The article that became the starting point for this Allergies and Your Gut website is The Microbiota-Gut-Brain Axis, which I’d written for the Oriental Medicine Journal. The issue of the Journal containing the article is now in print (Spring 2014, 22:3).
This is the introduction the OMJ‘s editor, Mary Rogel, wrote:
notes from the editor’s desk
The more we learn about life on this planet, the more we discover that is strange and wonderful. It used to be, for example, that we only encountered “symbiotes” in comic books or science fiction, where aliens invaded the bodies of humans and used them for their own benefit, sometimes turning the human into a zombie and sometimes giving the human added powers. As it turns out, truth is stranger than fiction. As we learn in this issue of Oriental Medicine Journal, humans not only are involved in symbiotic relationships with other species, but many of these relationships are mutual and obligate, meaning that neither species involved can survive without the other. If we did not have bacteria living in our digestive tracts, we could not digest our food; nor can those bacteria survive outside our digestive tracts.
In this issue, psychologist Joan Hardin takes us on a journey through our guts to learn about our mutual symbiotic relationships (both parties benefit), commensal relationships (one party benefits and the other is not significantly harmed or helped), and parasitic relationships (one party benefits while the other is harmed). Anyone who has had food poisoning will have some idea what it feels like to share a body with a parasitic symbiote. But you will be surprised and amazed to learn how much we depend on the mutual and commensal relationships.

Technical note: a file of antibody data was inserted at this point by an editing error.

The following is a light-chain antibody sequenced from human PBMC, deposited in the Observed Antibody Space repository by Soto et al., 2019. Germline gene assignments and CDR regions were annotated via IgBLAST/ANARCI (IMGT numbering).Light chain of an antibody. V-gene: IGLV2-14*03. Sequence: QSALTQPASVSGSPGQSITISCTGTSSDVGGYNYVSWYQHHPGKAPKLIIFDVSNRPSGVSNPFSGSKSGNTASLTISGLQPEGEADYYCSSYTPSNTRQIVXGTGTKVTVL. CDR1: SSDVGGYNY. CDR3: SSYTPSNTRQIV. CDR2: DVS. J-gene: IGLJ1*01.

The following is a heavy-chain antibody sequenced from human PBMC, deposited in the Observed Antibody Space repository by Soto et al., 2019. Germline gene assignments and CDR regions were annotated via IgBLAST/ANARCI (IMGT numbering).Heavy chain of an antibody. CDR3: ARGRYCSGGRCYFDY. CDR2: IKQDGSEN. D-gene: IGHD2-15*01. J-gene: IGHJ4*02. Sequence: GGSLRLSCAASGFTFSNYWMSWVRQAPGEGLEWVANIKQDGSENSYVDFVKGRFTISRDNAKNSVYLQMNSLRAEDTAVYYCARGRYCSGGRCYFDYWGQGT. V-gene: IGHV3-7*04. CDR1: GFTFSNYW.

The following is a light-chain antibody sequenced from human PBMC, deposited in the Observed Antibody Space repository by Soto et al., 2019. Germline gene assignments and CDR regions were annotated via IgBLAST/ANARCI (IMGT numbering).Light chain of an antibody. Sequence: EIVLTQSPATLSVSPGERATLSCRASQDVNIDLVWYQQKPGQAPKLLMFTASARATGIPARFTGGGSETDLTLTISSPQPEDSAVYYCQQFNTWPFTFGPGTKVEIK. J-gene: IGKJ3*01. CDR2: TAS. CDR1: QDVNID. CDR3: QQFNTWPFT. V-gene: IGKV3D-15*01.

The human microbiome, i.e., all our colonies of symbiotes, has a profound effect on our very existence. Not only is a healthy microbiome absolutely necessary for our survival, but it even affects our decision making and our psychological state.
What is even more incredible is the fact that our ancestors in the practice of our medicine somehow knew these things. They assigned the role of The General, the decision-maker, to the Gall Bladder, which functions as a part of our digestive system. Hardin explains how our gut and our brain are in constant communication, so much so that some of our decisions are made by our guts . . . as in “gut reaction.” It is a real thing, and scientific findings are now beginning to be able to explain just how it happens.
Just as a well-balanced and fully functioning microbiome is essential to life, dysbiosis is the root cause of much of our ill health, whether it manifests in the body, the mind, or the spirit. Hardin helps us understand how the microbiome can become out of balance, what the consequences are, and how to restore it to health.
Prepare to embark on an incredible journey!
Mary J. Rogel, PhD, LAc
If you’re interested in reading the article in its published form, you can find it here:
Hardin, J.R. (2014). The Microbiota-Gut-Brain Axis. Oriental Medicine Journal , Spring 22:3, 1-37. See: http://issuu.com/joanrothchildhardinphd/docs/omj.microbiotagutbrain_article?utm_source=conversion_success&utm_campaign=Transactional&utm_medium=email
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DISCLAIMER: Nothing on this site or blog is intended to provide medical advice, diagnosis or treatment.